However, we must emphasize difficulty for obtaining accurate information, because in many cases information obtained from pet owners could be little objective, possibly leading to false diagnosis. Thus, shortage of reliable diagnostic tests to ensure presence or absence of disease, gives to early identification of clinical signs a crucial role in establishment of effective treatment, capable of improvement the quality of life of affected patients. In this sense, and according to some authors, the most effective way to detect the condition is through the routinely establishment of behavioral questionnaires in geriatric dogs [2.10]. These questionnaires that ask to owners about your pet's behavior, which have been obtained from various researches [15.35], pretend classifying the behavior of affected patients. Within these cognitive evaluation questionnaires, neuropsychological tests are looking classify systematic cognitive impairment through methods such as modified apparatus of Wisconsin General Test (University of Toronto), in which the dogs are rewarded for each correct answer they obtain. Overall, in this test the dogs have access to a removable tray containing three food wells built in, which can be covered to test visual learning and memory [50, 51].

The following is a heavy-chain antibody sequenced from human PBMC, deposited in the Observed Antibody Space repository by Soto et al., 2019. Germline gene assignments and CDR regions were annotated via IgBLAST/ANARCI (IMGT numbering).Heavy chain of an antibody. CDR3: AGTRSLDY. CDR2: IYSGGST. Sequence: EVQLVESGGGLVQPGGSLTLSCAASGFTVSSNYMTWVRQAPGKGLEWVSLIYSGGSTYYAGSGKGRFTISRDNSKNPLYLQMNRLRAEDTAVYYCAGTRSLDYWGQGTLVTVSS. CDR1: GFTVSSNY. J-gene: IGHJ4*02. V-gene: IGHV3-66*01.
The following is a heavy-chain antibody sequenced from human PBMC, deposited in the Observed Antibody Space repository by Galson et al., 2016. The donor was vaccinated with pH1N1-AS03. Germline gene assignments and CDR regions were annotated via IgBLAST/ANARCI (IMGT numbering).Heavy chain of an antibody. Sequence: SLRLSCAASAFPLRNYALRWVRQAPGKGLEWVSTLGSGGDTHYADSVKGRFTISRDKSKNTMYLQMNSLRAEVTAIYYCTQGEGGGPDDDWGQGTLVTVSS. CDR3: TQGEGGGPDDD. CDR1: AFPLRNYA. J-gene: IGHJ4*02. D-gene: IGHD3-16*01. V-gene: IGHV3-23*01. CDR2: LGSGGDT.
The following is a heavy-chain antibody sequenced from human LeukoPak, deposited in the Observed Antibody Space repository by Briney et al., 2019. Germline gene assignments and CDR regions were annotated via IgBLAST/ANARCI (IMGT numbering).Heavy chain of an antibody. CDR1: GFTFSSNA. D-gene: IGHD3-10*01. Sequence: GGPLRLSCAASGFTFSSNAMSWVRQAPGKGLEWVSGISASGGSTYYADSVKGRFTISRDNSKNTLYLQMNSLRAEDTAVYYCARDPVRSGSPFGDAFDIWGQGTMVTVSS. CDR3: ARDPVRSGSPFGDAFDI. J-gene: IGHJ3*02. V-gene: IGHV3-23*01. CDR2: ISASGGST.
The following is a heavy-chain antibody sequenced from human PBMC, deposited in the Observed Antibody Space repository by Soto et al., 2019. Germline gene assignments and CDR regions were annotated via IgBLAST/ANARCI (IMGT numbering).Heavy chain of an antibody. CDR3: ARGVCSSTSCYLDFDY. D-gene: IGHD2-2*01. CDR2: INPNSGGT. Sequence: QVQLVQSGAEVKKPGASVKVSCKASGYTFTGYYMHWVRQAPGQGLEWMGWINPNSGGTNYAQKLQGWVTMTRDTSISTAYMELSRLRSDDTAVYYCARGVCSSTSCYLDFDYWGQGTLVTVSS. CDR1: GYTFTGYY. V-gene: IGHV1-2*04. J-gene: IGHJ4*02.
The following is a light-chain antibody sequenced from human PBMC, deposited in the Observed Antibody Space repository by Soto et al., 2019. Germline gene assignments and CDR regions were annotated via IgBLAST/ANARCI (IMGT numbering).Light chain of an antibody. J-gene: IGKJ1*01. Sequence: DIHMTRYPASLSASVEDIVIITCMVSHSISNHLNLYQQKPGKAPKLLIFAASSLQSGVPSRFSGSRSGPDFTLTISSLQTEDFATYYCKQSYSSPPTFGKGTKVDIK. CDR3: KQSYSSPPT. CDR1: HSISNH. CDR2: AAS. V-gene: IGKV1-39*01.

These neurophysiological tests allow assessment objective and quantitative of deficits in learning and memory, without relying on questionnaires applied to owners. These evaluation tests look for three specific objectives: 1. Identification of non-subjective cognitive changes that are characteristic of aging in dogs, 2. Characterization of the neurobiological basis of decline in cognitive abilities due to aging, and 3. Preparation of potential interventions in order to eliminate or minimize the adverse effects on quality of life [2, 50, 51].

Although learning and memory are quite susceptible to decline with aging, it is necessary evaluating too the spatial memory (the ability to remember the location of food, for example) and the object recognition memory (the ability to recall objects seen with 10-120 seconds ahead) [10], because it is well accepted that these both two memory types are affected in neurodegenerative processes, therefore several studies have developed scales that evaluate the spatial memory and the recognition abilities for indirect evaluation of dementia in dogs [52]. For example, it has been proposed a dementia evaluation index that discriminates between normal, pre-dementia and dementia states [17]. ARCAD scale (assessing cognitive and affective disorders associated with age), where dog's behavior is assessed indirectly through a questionnaire applied to owner, in order to assess the deficit by a scale evaluation of 1 to 5 [53].